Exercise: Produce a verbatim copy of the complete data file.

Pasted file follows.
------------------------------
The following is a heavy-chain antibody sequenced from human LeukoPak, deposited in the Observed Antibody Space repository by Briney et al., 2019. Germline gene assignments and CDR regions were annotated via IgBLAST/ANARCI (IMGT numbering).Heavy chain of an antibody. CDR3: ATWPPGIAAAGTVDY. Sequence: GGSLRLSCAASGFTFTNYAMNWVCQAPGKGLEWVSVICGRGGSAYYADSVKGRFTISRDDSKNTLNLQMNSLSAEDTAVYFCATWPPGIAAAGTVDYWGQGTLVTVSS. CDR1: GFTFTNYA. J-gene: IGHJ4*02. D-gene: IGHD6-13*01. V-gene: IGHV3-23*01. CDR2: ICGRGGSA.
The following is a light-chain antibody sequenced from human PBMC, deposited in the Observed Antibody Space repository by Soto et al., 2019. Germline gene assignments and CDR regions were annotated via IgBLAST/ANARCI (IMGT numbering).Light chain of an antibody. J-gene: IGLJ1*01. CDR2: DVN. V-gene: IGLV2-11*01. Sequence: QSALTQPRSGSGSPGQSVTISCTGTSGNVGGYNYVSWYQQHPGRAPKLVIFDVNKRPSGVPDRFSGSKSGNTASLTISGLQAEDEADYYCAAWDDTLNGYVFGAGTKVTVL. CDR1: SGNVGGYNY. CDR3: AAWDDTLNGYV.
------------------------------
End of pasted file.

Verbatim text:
The following is a heavy-chain antibody sequenced from human LeukoPak, deposited in the Observed Antibody Space repository by Briney et al., 2019. Germline gene assignments and CDR regions were annotated via IgBLAST/ANARCI (IMGT numbering).Heavy chain of an antibody. CDR3: ATWPPGIAAAGTVDY. Sequence: GGSLRLSCAASGFTFTNYAMNWVCQAPGKGLEWVSVICGRGGSAYYADSVKGRFTISRDDSKNTLNLQMNSLSAEDTAVYFCATWPPGIAAAGTVDYWGQGTLVTVSS. CDR1: GFTFTNYA. J-gene: IGHJ4*02. D-gene: IGHD6-13*01. V-gene: IGHV3-23*01. CDR2: ICGRGGSA.
The following is a light-chain antibody sequenced from human PBMC, deposited in the Observed Antibody Space repository by Soto et al., 2019. Germline gene assignments and CDR regions were annotated via IgBLAST/ANARCI (IMGT numbering).Light chain of an antibody. J-gene: IGLJ1*01. CDR2: DVN. V-gene: IGLV2-11*01. Sequence: QSALTQPRSGSGSPGQSVTISCTGTSGNVGGYNYVSWYQQHPGRAPKLVIFDVNKRPSGVPDRFSGSKSGNTASLTISGLQAEDEADYYCAAWDDTLNGYVFGAGTKVTVL. CDR1: SGNVGGYNY. CDR3: AAWDDTLNGYV.